Ministry of aviation takes bold steps to remodel some of the country’s airports and introduces measures to ensure safety in the industry, but not everyone is convinced that Nigeria is moving in the right direction
| By Olu Ojewale | Feb. 18, 2013 @ 01:00 GMT
IN 2011, when the multifarious problems in the aviation sector seemed to have defied solutions, stakeholders wanted President Goodluck Jonathan to appoint one of their own to head the ministry because the person would know where the shoe pinches. Their spirit seemed to have been dampened when the President, in his wisdom, assigned the aviation portfolio to no other person than Stella Adaeze Oduah. It was, indeed, a challenging assignment.
On assumption of duty, Oduah did not allow the problems she met on the ground to overwhelm her. What she saw was an aviation sector with decaying infrastructures such as airport terminals, runways, control towers, cooling systems conveyor belts among others. These were in a terrible state of disrepair. Besides, the airports constructed in the seventies, needed adaptation to modern designs and concepts which are acceptable to international standards and best practices. The poor state of infrastructures in the airports was even worsened by uncontrolled influx of all manner of persons into them. Predictably, the decayed infrastructures were overstretched thereby posing serious safety and security challenges.
To redress the situation, in the past few months, the ministry of aviation has taken three-pronged measures to restore dignity to the industry. One of such measures is the remodelling of airports across the country to make them comfortable and also make international travellers feel welcomed. Two, some stringent safety measures have been introduced for airline operators to make them take issues of safety more seriously than in the past. Three, the federal government has provided N300 billion aviation intervention fund for airlines to source from if they are cash-trapped.
All these are in line with Oduah’s vision of creating a world class aviation industry in Nigeria. According to her roadmap, the ministry of aviation plans to establish a world-class safety and security standard; develop airports’ infrastructure and reform aviation-related institutions, develop the sector’s capacity and increase professionalism. There is also a plan to transform key airports into a network of domestic and international hubs, grow domestic airlines and financial stability; develop airport cities (Aerotropolis) to transform airports into major centres of employment, shopping, trading, business and leisure as well as create a national carrier.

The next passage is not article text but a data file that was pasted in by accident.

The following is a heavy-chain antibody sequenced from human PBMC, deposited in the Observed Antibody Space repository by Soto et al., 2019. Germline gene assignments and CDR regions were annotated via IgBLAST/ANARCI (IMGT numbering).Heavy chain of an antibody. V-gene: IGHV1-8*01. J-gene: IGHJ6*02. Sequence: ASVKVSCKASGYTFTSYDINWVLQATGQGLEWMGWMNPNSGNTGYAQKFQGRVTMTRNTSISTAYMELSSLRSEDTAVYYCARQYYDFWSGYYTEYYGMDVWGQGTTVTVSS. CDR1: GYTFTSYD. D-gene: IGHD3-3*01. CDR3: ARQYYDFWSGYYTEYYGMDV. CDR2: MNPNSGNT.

As ambitious as these may sound, Oduah seems unfazed by the challenges of creating a good aviation industry that Nigerians should be proud of. The minister has said repeatedly that her ministry considers safety, as well as having international standard airports a good way of encouraging investors to come to Nigeria. “For a foreigner coming into the country, the first impression he gets when he uses our airport is very important,” the minister was quoted as saying.
In line with that philosophy, the ministry has decided to remodel 22 airports. Eleven airports have been selected to start with. According to Joe Obi, special assistant to the minister on media, who spoke with Realnews on phone, N16 billion has been earmarked by government to remodel the first set of 11 airports.
“I have no idea what the cost of the second set of 11 airports is going to be,” Obi said. Nonetheless, he said the importance of remodelling should not be lost because some of the airports have no facilities for modern air travelling. Besides, Obi said it was very important to make international travellers feel safe and comfortable whenever they use Nigerian airports “so we have to bring these airports up to date in technology and equipment in line with international standards.”
In addition, the federal government has obtained $500 million to build brand new airports in Abuja, Lagos, Enugu, Kano and Port Harcourt. The airports will be equipped with modern facilities comparable with any airport in the world. So far, the general aviation terminals, GAT, at Lagos, Abuja, Owerri, Kano, Benin and Yola have been remodelled. Yakubu Datti, general manager, corporate communications, Federal Airports Authority of Nigeria, FAAN, said, however, that improvement in the industry goes beyond having modern airports, but in making the industry an all-round functional, efficient, safe and something Nigerians can be proud of.